strangest systems I've sent email from
spc at conman.org
Tue May 24 16:33:42 CDT 2016
It was thus said that the Great Fred Cisin once stated:
> On 22 May 2016 at 04:52, Guy Sotomayor Jr <ggs at shiresoft.com> wrote:
> >Because the 808x was a 16-bit processor with 1MB physical addressing. I
> >would argue that for the time 808x was brilliant in that most other 16-bit
> >micros only allowed for 64KB physical.
> Whether 8088 was an "8 bit" or "16 bit" processor depends heavily on how
> you define those.
> Or, you could phrase it, that the 8 bit processors at the time handled
> 64KiB of RAM. The 808x still could see only 64KiB at a time, but let you
> place that 64kiB almost anywhere that you wanted in a total RAM space of
> 1MiB, and let you set 4 "preset" locations (CS, DS, SS, ES). There were
> some instructions, such as MOV, that could sometimes operate with 2 of
> those presets.
> Thus, they expanded a 64KiB RAM processor to 1MiB, with minimal internal
To further explain this. The 8086 (and 8088) was internally a 16-bit CPU.
Since you could only address 64K, Intel used four "segment" registers to get
around this limit. The four registers are CS, DS, ES and SS, and were the
upper 16 bits of the 20-bit address . A physical address was calculated
| 16-bit segment |0000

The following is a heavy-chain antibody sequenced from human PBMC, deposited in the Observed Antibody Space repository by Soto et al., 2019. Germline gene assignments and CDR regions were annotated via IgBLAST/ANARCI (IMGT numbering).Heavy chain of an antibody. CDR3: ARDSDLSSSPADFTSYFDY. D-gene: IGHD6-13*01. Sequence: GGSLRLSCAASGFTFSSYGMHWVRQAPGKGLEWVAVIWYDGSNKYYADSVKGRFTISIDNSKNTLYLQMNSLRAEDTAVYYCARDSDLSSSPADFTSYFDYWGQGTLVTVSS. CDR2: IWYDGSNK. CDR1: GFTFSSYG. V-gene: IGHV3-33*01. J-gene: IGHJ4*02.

+ 0000| 16-bit offset |
| 20-bit physical addr |
Instructions were read from CS:IP (CS segment, IP register), most reads
and write to data sent to DS:offset, with some exceptions. Pushes and pops
to the stack went to SS:SP and reads/writes with the BP register also used
the SS segment (SS:BP). The string instructions used DS:SI as the source
address and ES:DI as the destination address. And you could override the
default segment for a lot of instructions. So:
mov ax,[bx] -- SRC address is DS:BX
mov es:[bx],ax -- DEST address is ES:BX
Technically, you could address as much as 256K without changing the
I got used to this, but I still preferred programming on the 6809 (8-bit
CPU) and 68000. *Much* nicer architectures.
-spc (And the 80386 introduced paging to this mess ... )
 Starting with the 80286, in proected mode, they are treated
differently and no longer point to a physical address. But that's
beyond the scope of *this* message.
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